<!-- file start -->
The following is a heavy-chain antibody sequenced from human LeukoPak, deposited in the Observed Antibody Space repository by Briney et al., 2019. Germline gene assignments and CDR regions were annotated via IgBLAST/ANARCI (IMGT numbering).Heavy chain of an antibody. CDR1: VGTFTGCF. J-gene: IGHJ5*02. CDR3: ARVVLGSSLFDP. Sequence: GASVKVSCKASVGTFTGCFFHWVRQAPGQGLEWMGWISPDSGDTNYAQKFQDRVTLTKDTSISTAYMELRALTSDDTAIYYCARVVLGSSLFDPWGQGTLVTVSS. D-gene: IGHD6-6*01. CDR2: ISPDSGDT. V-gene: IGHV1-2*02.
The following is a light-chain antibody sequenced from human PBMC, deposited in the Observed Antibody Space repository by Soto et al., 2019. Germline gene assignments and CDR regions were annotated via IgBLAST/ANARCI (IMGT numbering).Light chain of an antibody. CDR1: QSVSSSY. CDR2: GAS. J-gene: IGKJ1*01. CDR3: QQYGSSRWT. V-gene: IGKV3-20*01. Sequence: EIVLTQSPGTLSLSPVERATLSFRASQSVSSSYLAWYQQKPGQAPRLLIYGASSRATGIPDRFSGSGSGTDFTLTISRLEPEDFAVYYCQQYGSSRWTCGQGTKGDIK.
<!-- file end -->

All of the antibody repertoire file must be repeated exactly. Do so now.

The following is a heavy-chain antibody sequenced from human LeukoPak, deposited in the Observed Antibody Space repository by Briney et al., 2019. Germline gene assignments and CDR regions were annotated via IgBLAST/ANARCI (IMGT numbering).Heavy chain of an antibody. CDR1: VGTFTGCF. J-gene: IGHJ5*02. CDR3: ARVVLGSSLFDP. Sequence: GASVKVSCKASVGTFTGCFFHWVRQAPGQGLEWMGWISPDSGDTNYAQKFQDRVTLTKDTSISTAYMELRALTSDDTAIYYCARVVLGSSLFDPWGQGTLVTVSS. D-gene: IGHD6-6*01. CDR2: ISPDSGDT. V-gene: IGHV1-2*02.
The following is a light-chain antibody sequenced from human PBMC, deposited in the Observed Antibody Space repository by Soto et al., 2019. Germline gene assignments and CDR regions were annotated via IgBLAST/ANARCI (IMGT numbering).Light chain of an antibody. CDR1: QSVSSSY. CDR2: GAS. J-gene: IGKJ1*01. CDR3: QQYGSSRWT. V-gene: IGKV3-20*01. Sequence: EIVLTQSPGTLSLSPVERATLSFRASQSVSSSYLAWYQQKPGQAPRLLIYGASSRATGIPDRFSGSGSGTDFTLTISRLEPEDFAVYYCQQYGSSRWTCGQGTKGDIK.